Additional research studies could duplicate the model presented in this study and gather more data from a greater sample population all over the world. It would also be beneficial to replicate the methodology presented in this paper and study yoga therapy’s efficacy on other mental and physical health complications compared to that of their surgical or pharmaceutical counterparts such as in the areas of anxiety, trauma and addiction recovery, multiple sclerosis, heart disease, amputation recovery, dementia, Parkinson’s disease and so much more.
Bardoczky, G. I., Engelman, E., & d'Hollander, A. (1993). Continuous spirometry: an aid to
monitoring ventilation during operation. British journal of anaesthesia, 71(5), 747–751.
Beck, A.T., Steer, R.A., & Brown, G.K. (1996). Beck Depression Inventory (BDI-II): Manual
and Questionnaire. The Psychological Corporation.
Bhavanani, A. B., Sullivan, M., Taylor, M. J., & Wheeler, A. (2019). Shared foundations for
practice: The language of yoga therapy. Yoga Therapy Today, 19, 44-47.
Boynton, H. M. (2014). The healthy group: A mind–body–spirit approach for treating anxiety
and depression in youth. Journal of Religion & Spirituality in Social Work: Social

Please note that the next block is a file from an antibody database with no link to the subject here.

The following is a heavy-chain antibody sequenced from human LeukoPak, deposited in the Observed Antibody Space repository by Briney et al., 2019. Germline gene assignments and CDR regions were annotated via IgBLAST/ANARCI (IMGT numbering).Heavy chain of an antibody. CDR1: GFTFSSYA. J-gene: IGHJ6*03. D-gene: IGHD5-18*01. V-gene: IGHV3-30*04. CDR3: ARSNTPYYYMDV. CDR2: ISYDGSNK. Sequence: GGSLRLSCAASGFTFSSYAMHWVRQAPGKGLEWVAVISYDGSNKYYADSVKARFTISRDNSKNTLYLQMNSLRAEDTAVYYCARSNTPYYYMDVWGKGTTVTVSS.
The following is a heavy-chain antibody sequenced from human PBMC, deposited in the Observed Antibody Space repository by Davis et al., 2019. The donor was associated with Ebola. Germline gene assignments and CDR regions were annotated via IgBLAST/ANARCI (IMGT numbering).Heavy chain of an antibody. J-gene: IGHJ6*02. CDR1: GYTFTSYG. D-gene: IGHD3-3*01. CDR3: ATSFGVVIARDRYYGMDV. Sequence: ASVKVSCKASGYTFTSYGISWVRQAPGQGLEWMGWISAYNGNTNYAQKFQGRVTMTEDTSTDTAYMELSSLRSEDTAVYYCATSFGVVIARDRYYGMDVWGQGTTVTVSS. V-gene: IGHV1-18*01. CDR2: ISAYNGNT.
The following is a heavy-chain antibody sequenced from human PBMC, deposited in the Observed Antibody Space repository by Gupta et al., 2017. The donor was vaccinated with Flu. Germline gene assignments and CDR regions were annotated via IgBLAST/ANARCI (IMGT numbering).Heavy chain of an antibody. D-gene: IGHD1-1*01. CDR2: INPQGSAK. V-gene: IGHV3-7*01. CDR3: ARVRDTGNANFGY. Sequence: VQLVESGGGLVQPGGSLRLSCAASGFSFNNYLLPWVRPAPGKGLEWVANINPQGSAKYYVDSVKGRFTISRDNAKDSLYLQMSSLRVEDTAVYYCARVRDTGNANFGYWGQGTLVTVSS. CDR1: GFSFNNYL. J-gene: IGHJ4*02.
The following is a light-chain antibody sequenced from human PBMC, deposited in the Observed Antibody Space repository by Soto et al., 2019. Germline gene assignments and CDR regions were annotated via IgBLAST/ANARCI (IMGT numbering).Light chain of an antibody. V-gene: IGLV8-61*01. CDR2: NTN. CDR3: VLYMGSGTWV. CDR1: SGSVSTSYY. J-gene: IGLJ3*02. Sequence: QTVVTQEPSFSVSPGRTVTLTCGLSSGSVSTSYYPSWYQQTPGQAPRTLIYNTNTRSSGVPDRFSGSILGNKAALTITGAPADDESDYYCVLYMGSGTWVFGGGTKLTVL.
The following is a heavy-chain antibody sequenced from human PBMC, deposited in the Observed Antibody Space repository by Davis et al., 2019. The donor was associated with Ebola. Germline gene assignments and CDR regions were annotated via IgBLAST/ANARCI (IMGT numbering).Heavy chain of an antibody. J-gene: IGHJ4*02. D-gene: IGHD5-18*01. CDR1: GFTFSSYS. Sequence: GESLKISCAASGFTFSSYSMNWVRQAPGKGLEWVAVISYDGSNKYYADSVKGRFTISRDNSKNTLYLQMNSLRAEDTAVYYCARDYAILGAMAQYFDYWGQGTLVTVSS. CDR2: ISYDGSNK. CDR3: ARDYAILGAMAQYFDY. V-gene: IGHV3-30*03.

Thought, 33(3-4), 236-253.
Bringmann, H. C., Bringmann, N., Jeitler, M., Brunnhuber, S., Michalsen, A., & Sedlmeier, P.
(2021). Meditation Based Lifestyle Modification (MBLM) in outpatients with mild to
moderate depression: A mixed-methods feasibility study. Complementary therapies in
medicine, 56, 102598.
Chrousos, G. P., Kino, T., & Charmandari, E. (2009). Evaluation of the
hypothalamic-pituitary-adrenal axis function in childhood and adolescence. Neuroimmunomodulation, 16(5), 272–283. https://doi.org/10.1159/000216185
Diaz, K., & Murguia, E. (2015). The philosophical foundations of cognitive behavioral therapy:
Stoicism, Buddhism, Taoism, and Existentialism. Journal of Evidence-Based Psychotherapies, 15(1).
Moncrieff, J., Cooper, R. E., Stockmann, T., Amendola, S., Hengartner, M. P., & Horowitz, M.
A. (2022). The serotonin theory of depression: a systematic umbrella review of the
evidence. Molecular Psychiatry, 1-14.
Stephens, I. (2019). Case report: The use of medical yoga for adolescent mental health.
Complementary Therapies in Medicine, 43, 60-65. doi:https://2p20f07fs-mp01-y-https- doi-org.proxy.lirn.net/10.1016/j.ctim.2019.01.006
Sullivan, M. B., Moonaz, S., Weber, K., Taylor, J. N., & Schmalzl, L. (2018). Toward an
explanatory framework for yoga therapy informed by philosophical and ethical perspectives. Altern. Ther. Health Med, 24, 38-47
Varambally, S., George, S., & Gangadhar, B. N. (2020). Yoga for psychiatric disorders: from fad to evidence-based intervention?. The British Journal of Psychiatry, 216(6), 291-293.